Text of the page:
The C-17 is the newest airlift aircraft to enter the Air Force's inventory. The C-17 is capable of rapid strategic delivery of troops and all types of cargo to main operating bases or directly to forward bases in the deployment area. The aircraft is also able to perform theater airlift missions when required.
The C-17's system specifications impose a demanding set of reliability and maintainability requirements. These requirements include an aircraft mission completion success probability of 93 percent, only 18.6 aircraft maintenance manhours per flying hour, and full and partial mission capable rates of 74.7 and 82.5 percent respectively for a mature fleet with 100,000 flying hours.
The C-17 measures approximately 174 feet long with a 170-foot wingspan. The aircraft is powered by four fully reversible Pratt & Whitney F117-PW-100 engines (the commercial version is currently used on the Boeing 757). Each engine is rated at 40,900 pounds of thrust. The thrust reversers direct the flow of air upward and forward to avoid ingestion of dust and debris.
The aircraft is operated by a crew of three (pilot, copilot and loadmaster). Cargo is loaded onto the C-17 through a large aft door that accommodates military vehicles and palletized cargo. The C-17 can carry virtually all of the Army's air-transportable, outsized combat equipment. The C-17 is also able to airdrop paratroopers and cargo.
Maximum payload capacity of the C-17 is 170,900 pounds, and its maximum gross takeoff weight is 585,000 pounds. With a payload of 130,000 pounds and an initial cruise altitude of 28,000 feet, the C-17 has an unrefueled range of approximately 5,200 nautical miles. Its cruise speed is approximately 450 knots (.77 Mach).
The design of this aircraft lets it operate on small, austere airfields. The C-17 can take off and land on runways as short as 3,000 feet and as narrow as 90 feet wide. Even on such narrow runways, the C-17 can turn around by using its backing capability while performing a three-point star turn. Maximum use has been made of off-the-shelf and commercial equipment, including Air Force standardized avionics.
The C-17 made its maiden flight on Sept. 15, 1991. The aircraft is operated by the Air Mobility Command with initial operations at Charleston AFB, S.C., with the 437th Airlift Wing and the 315th Airlift Wing (Air Force Reserve). The C-17 program is managed by the Aeronautical Systems Center, Wright-Patterson AFB, Ohio.
C-17s played an integral role in Operation Enduring Force, moving troops, equipment, cargo, and humanitarian supplies around the theater. C-5s ferried enormous loads from the United States and other sources to allied bases in the region. The military then took advantage of the C-17's performance, especially its short runway takeoff capability, to deliver troops, equipment, and supplies as close as possible to the front lines.
The Large Aircraft Infrared Countermeasures (LAIRCM) program will upgrade C-17, C-130, and C-5 aircraft with enhanced infrared countermeasures to counter the threat from advanced IR-seeking missiles. It is expected that the LAIRCM program will leverage technology from the DIRCM system that protects Special Operations A/MC-130 aircraft to develop a laser-based system. The 418th Flight Test Squadron will oversee LAIRCM integration with C-17 and C-130 aircraft and conduct flight testing in the coming years.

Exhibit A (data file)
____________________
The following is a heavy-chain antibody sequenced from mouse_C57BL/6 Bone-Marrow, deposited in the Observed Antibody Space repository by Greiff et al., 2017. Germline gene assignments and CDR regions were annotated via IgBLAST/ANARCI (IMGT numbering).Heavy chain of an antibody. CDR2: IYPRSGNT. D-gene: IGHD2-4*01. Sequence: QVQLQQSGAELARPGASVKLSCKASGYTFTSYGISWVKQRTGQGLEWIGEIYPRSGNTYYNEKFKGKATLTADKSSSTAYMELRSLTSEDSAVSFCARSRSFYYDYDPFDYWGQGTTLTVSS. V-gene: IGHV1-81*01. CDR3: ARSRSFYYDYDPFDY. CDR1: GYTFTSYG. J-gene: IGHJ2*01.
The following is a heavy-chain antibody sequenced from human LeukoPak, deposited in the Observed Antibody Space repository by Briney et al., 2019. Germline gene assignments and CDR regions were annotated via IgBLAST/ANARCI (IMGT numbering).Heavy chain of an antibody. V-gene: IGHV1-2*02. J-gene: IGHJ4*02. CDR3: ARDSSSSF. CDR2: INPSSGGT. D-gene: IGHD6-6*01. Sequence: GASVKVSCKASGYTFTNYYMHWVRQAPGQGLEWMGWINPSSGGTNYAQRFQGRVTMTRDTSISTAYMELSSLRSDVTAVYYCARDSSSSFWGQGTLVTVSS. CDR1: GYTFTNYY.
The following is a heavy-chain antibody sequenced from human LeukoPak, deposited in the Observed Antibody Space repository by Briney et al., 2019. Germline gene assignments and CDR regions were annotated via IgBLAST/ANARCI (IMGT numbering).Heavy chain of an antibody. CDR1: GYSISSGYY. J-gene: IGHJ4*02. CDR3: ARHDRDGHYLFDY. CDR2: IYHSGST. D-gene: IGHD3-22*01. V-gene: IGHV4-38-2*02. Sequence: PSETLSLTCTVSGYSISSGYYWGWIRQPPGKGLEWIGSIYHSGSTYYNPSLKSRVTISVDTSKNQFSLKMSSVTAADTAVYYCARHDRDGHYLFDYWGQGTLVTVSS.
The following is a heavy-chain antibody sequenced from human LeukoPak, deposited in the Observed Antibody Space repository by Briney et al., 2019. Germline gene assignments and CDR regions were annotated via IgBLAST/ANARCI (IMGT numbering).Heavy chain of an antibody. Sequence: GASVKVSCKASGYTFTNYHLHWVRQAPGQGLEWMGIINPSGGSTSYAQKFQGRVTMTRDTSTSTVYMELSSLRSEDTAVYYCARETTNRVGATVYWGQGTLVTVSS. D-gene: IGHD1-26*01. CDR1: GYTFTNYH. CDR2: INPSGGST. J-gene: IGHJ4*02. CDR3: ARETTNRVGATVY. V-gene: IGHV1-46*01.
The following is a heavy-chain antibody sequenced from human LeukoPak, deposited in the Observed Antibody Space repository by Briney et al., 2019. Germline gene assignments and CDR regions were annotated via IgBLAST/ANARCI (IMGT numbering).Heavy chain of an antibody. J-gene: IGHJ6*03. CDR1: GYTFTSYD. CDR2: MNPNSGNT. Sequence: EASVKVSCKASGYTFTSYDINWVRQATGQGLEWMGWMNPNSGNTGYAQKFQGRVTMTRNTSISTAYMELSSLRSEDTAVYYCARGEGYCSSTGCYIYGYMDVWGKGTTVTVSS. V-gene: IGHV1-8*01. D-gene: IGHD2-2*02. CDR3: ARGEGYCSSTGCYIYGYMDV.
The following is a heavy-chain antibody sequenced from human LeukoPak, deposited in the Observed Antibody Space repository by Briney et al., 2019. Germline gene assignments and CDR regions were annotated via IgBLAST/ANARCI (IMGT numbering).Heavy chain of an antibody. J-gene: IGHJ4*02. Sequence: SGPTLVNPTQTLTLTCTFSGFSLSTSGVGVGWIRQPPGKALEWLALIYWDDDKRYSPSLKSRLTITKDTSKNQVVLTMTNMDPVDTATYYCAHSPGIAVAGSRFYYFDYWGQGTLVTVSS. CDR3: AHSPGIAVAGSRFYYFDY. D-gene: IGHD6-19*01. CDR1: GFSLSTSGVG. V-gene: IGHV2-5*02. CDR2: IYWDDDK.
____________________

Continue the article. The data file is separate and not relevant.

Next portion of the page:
Based on a buy of 120 aircraft, the last C-17 delivery will be in November, 2004. The original specification from McDonnell Douglas defined a service life of 30,000 hours. Modification programs will keep the aircraft in line with current and future requirements for threat avoidance, navigation, communications, and enhanced capabilities. These modifications should include global air traffic management (GATM) and automatic dependent surveillance to meet anticipated navigation requirements. Commercially available avionics and mission computer upgrades are being investigated to reduce life-cycle costs and improve performance. Also, upgraded communication systems to enhance worldwide voice and data (including secure) transmission will support command and control.
A two-year study of the defense transportation system by the USAF Mobility command concluded that the present transportation fleet will fall far short of future transportation requirements. The report, called Mobility Requirements Study-2005 (MRS-05), concluded that the minimum strategic airlift requirement was 54.5 million ton miles per day, though that figure may rise due to an increased demand on the airlift fleet after 9/11. Congress approved procurement of an additional 60 C-17s, to bring the total number of C-17s in the fleet to 120, but the USAF may need as many as 222 to satisfy future demand. These 60 follow-on aircraft will be delivered through FY 07, funded to maintain the current C-17 delivery of 15 aircraft per year.
|Primary Function||Cargo and troop transport|
|Prime Contractor||Boeing [McDonnell Douglas Corp.]|
|Power Plant Manufacturer||Four Pratt & Whitney F117-PW- 100 turbofan engines|
|Thrust (each engine)||40,900 pounds|
|Wingspan||170 feet 9 inches (to winglet tips) (51.81 meters)|
|Length||173 feet 11 inches (53.04 meters)|
|Height||55 feet 1 inch (16.79 meters)|
Length - 85 feet 2 inches (26 meters);
width - 18 feet (5.48 meters);
height - 12 feet 4 inches (3.76 meters) forward of the wing
and 13 feet 6 inches (4.11 meters) aft of the wing
|Speed||500 mph (Mach .77)|
|Service Ceiling||45,000 feet at cruising speed (13,716 meters)|
|Range||Unlimited with in-flight refueling|
|Crew||Three (two pilots and one loadmaster)|
|Maximum Peacetime Takeoff Weight||585,000 pounds (265,306 kilos)|
48 litter and 54 ambulatory patients and attendants;
170,900 pounds (76,644 kilos) of cargo (18 pallet positions)
|Date Deployed||June 1993|